A couple of years ago, I went through the plant list from the prairie hill and picked out half a dozen forbs/wild flowers that had seeds available online. The seeds were planted in a patch west of our house (they’re wild flowers, you know) and some of them really did well. The photo on the left shows either Canada anemone or heath aster as light green low foliage in the foreground; there were cool little white flowers earlier this spring. The middle has some sage, but is mostly brome. And, the tall plants at the back are wild bergamot. There’s also quite a lot of milkweed scattered throughout the picture. It’s the tall plant with the big leaves. The photo on the right is a closer view of the bergamot in bloom.

This spring I tried to do some frost seeding on half dozen areas spread around the Creek pasture. I used a “wet prairie mix” that had 39 different species, although 40% of the mixture was only four grasses. Small seed packets of bergamot and anemone plus leadplant and purple prairie clover were added as “spikes” to the mix. So, the prairie hill gave lessons on what might grow, although the dry hill slope is not the same as the more wet floodplain.

I’m afraid that I’ve got a genetic predisposition to kill thistles, inherited from my father and grandfather. But, they do add to the diversity of the pasture and pollinators like them. Also, the downy seeds are finch food. Another pest that used to bother my family of farmers is milkweed. Yeah, it’s also great for butterflies and other pollinators, but it’s got weed in its name. Still, it doesn’t bother me as much as thistles.

There is a new movement in farming called “regenerative agriculture”. Some of the advocates maintain that the native prairie seeds are preserved naturally in the seed bank of a pasture. The idea is that with the right system of managed grazing, those native plants will come back. In effect, it’s working with Mother Nature rather than buying expensive commercial native prairie seeds that were probably harvested a long way from Kanaranzi Creek.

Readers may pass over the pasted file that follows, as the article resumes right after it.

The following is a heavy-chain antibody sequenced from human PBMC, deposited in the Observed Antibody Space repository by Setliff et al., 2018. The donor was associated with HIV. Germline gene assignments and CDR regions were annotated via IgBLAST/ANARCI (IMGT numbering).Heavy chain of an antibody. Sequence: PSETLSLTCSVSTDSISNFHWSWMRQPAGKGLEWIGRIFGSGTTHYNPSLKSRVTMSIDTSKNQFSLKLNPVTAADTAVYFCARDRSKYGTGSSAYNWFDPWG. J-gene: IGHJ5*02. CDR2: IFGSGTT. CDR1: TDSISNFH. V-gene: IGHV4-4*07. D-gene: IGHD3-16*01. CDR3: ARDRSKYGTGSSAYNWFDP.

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Civil War PTSD Along the Creek

The Farm has a connection to Civil War veterans: a son in the homesteading family married the daughter of a veteran. The families of that veteran and his brother-in-law, who was also a veteran, lived about four miles up the Creek where a major trail crossed the Kanaranzi. In fact, there was a cluster of about eight veterans and their families who lived in that area. This is all described in the blog post for May 5 called Civil War Trails and it even has some maps.

This portrait of Great-grandpa James Walker was taken at about the time that he joined the army. He carried this “mess kit” throughout his time in the service. It folds up into the wooden handle like a jack knife.

On August 14, 1862, James Walker and his brother-in-law, George Barnes, and a third friend, Miles Birkett, enlisted together we think at Dubuque, Iowa. Although they varied in age (20, 32, and 18 respectively), they all three signed up for a three year enlistment rather than the optional one hundred day alternative. And, they all joined the 32nd Iowa Infantry Regiment, although Barnes later moved to the 4th Iowa Calvary. Walker served as a courier attached to command headquarters and Birkett was a regimental drummer.

It’s unclear how these three came to know each other in Iowa because they all three had moved around a lot before that. Walker was born in Ireland, immigrated to the U.S. and lived in Ohio for a time before settling in Iowa. Barnes was born in Vermont, came west as a child, and also ended up in Iowa. Birkett was born in Canada, immigrated to the U.S. and lived in Illinois before moving to Iowa.

These shared histories of mobility before the Civil War and the long enlistment periods during the war are attributes shared by other Civil War veterans who settled in clusters or colonies after the war in South Dakota (Hackemer, 2019).

But, there is another hallmark of veterans who lived in these clusters: they usually had seen substantial military action or had been wounded. One way to get a handle on wartime experiences is to find the specific outfit listed in Fox’s Regimental Losses in the American Civil War also known as Three Hundred Fighting Regiments (Hackemer, 2017). It’s available online and does include the 32ND Iowa Infantry. So, it’s very possible that the three Civil War veterans who homesteaded on Kanaranzi Creek had difficult wartime experiences and may have had some degree of Post Traumatic Stress Disorder (PTSD).

We now know that “battle fatigue” and “shell shock” were probably some of the more extreme expressions of PTSD that came out of later wars. But, after Viet Nam we began to recognize that those deep emotional scars may also be expressed in more subtle behavior patterns like alcoholism and domestic violence. And, it is often the families of these wounded warriors who end up caring for their loved ones even if some forms of institutional help might be available. This was especially true after the Civil War.